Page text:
Monday, November 25, 2013
Charter Schools All Go Despite Setbacks
Hekia Parata is a Minister on a mission, by hook or by crook she is going to continue to shove unpalatable pills down the education throat. These pills are not liked by the profession or many communities, but they need to be taken for "the public good".
Little that Parata has tried to do to education has been successful: she has lost two court decisions regarding school closures, she had to backtrack on increasing class sizes, Novo pay is a continuing disaster and the PaCt tool will no longer be mandated. The Charter Schools are a last ditch hope to get a pill fully swallowed and digested despite the gagging and coughing from the education sector.
Charter Schools were always on National's secret agenda. Lesley Longstone was appointed to the job of Education Secretary because of her background in establishing UK's equivalent of Charter Schools (Free Schools). National had not campaigned on introducing Charter Schools but it was obviously always their intention to introduce them. John Banks was probably as surprised as everyone else when Charter Schools appeared in his coalition agreement with National, (ACT had not campaigned on them either). It was useful for National to have a disposable ally to force these public/private schools onto our public system.
The Charter School introduction has been plagued by set backs. Lesley Longstone may have had useful knowledge about Charter Schools, but she struggled with everything else she was expected to do. Longstone's exit was costly. She earned around $1 million dollars for her 15 months on the job (initially a five year contract) when you include her salary and add on the $267,953 severance pay and $157,523 outstanding holiday pay she received on leaving.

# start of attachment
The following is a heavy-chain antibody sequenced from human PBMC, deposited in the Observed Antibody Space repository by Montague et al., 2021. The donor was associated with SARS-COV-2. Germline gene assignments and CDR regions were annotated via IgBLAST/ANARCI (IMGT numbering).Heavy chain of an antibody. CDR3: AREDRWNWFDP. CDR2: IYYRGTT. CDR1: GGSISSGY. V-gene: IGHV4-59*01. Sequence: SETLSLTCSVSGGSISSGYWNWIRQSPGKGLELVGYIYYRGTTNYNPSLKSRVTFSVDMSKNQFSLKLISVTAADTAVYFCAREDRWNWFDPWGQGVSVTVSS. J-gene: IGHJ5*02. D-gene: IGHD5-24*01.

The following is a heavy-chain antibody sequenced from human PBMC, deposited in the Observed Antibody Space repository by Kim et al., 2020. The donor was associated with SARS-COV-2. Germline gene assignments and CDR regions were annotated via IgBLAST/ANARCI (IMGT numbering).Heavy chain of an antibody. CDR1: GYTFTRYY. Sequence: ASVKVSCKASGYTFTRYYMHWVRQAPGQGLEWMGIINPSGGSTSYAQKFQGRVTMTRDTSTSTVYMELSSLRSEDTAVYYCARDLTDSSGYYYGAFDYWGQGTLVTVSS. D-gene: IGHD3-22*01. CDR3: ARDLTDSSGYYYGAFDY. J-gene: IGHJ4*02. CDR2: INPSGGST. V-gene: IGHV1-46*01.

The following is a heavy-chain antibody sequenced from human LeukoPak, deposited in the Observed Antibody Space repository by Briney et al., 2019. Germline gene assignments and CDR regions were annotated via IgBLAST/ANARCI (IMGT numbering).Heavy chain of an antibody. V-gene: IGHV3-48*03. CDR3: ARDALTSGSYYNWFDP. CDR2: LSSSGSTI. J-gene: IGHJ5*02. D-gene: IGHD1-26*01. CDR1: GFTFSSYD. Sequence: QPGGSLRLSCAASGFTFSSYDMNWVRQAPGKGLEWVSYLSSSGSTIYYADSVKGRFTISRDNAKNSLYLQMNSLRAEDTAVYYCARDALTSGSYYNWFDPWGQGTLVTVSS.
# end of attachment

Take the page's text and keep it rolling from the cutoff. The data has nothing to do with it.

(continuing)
John Banks was the Minister with the responsibility for Charter Schools but he had to resign his post while facing charges over electoral fraud. Act supporter Catherine Isaac was appointed to manage the Charter Schools introduction despite having a limited education background and she found the public meetings promoting the concept challenging.
New Zealand has been advised not to introduce Charter Schools by US education experts who had witnessed their failure. Isaac has claimed that they are introducing a successful model but it is difficult to find one as they appear to have failed in any country that has used them.
Of the 36 expressions of interest in starting a Charter (or Partnership) School only five were deemed viable and even then I have heard doubts about the expertise in some of them. $19 million of taxpayer money will be spent on these experimental schools (almost $4 million per school).
Minister Parata has decided to push on with investing in even more Charter Schools well before the value of the first ones have been analysed. As with most that National does, ideology always comes before evidence and reason.